But a shotgun wasn’t always at hand. During the 1970’s the 9mm was making a comeback, but continued to fail due to bullets largely being (politically) limited to full metal jacket. However, half-jacketed lead nosed and hollow point 9mm bullets weren’t much better, as they were designed like rifle bullets, which were meant to perform at rifle velocities. Soft lead hollowpoint .38 Special bullets did perform in revolvers, but such bullets were never reliable in autos.

While all major centerfire handgun bullets made a quantum leap in technology in 1991 beginning with Winchester’s Black Talon, the then-new .40 S&W was in the spotlight and overshadowed some of the others, especially the 9mm. Even with continued major improvements in all popular handgun cartridges, the 9mm has been scorned by many with clichés such as “the 9mm is the .45 ACP set on stun.” However, tons of statistics of actual shootings simply don’t bear this out.

Not only has the FBI adopted the improved 9mm cartridge with the GLOCK pistol for general issue, but 9mm ammunition with hollow point bullets will now be issued throughout the US military for use in the new SIG P320 pistol. The decision comes in the wake of major improvements in the incapacitation abilities of 9mm and other calibers.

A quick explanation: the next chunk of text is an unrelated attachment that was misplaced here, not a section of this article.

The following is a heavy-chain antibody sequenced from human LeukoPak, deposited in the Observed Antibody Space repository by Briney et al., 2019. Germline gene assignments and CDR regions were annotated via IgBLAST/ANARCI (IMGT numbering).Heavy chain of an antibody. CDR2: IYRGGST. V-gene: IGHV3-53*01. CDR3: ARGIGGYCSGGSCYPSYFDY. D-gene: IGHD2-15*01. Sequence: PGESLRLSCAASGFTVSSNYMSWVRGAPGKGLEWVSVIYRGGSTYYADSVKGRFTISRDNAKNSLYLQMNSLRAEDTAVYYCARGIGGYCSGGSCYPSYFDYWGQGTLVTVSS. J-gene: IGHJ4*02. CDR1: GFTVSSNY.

During my 28-year career in law enforcement and during the more than 25 years thereafter, I’ve continued to informally study as many handgun wounds as possible. Here’s the kicker: I’ve either witnessed or known of more people stopped or killed instantly from one hit with a .22 LR or .22 Magnum bullet than any other. Seriously.

The most graphic example was an armed robber who was shot point blank with a .22 Magnum derringer. The bullet hit the lower part of perp’s clavicle, breaking it, and went straight down doing extensive damage to most of his organs, glancing off his inner pelvis and stopping in his upper right thigh, rendering him a candidate for the Vienna Boys Choir in the process. Testing bullet paths and terminal ballistics in gelatin is fine, but you’ll never shoot gelatin in a gunfight.

The .45 ACP is as good as it ever was. It’s on Gary’s short list
of desirables, not only for its bore size but for the fact it’s easy
to obtain, thanks to its military pedigree. Photo: Roy Huntington

The Best Handgun Cartridge

Handgun cartridges I consider viable for defense include .22 LR, .22 WMR, .25 ACP, .32 ACP, .32 H&R Magnum, .327 Magnum, .380 ACP, 9mm, .38 Special, .38 Super, .357 Magnum, .357 SIG, .40 S&W, 10mm Auto, .44 Special and .45 ACP.

Any of these cartridges can do the job within their relative limits of distance — assuming proper placement. For most new shooters the rounds I recommend are limited to .22 LR, .22 WMR, .380 ACP, 9mm, .38 Special and .45 ACP.

Why? Most of these rounds are readily available, reasonably priced and can do the job. Expensive or hard to-find ammunition results in less (or no) practice and this is an absolute deal breaker. If you do not practice and/or periodically qualify, you might be better off not carrying a handgun, not only for your physical well-being, but because of potential legal consequences in these days of galloping litigation. But if you are using another cartridge with which you are confident and competent, by all means have at it.

The recent 9mm S&W Shield and a vintage S&W M15 in .38 Special
represent designs that have served generations of cops. The Shield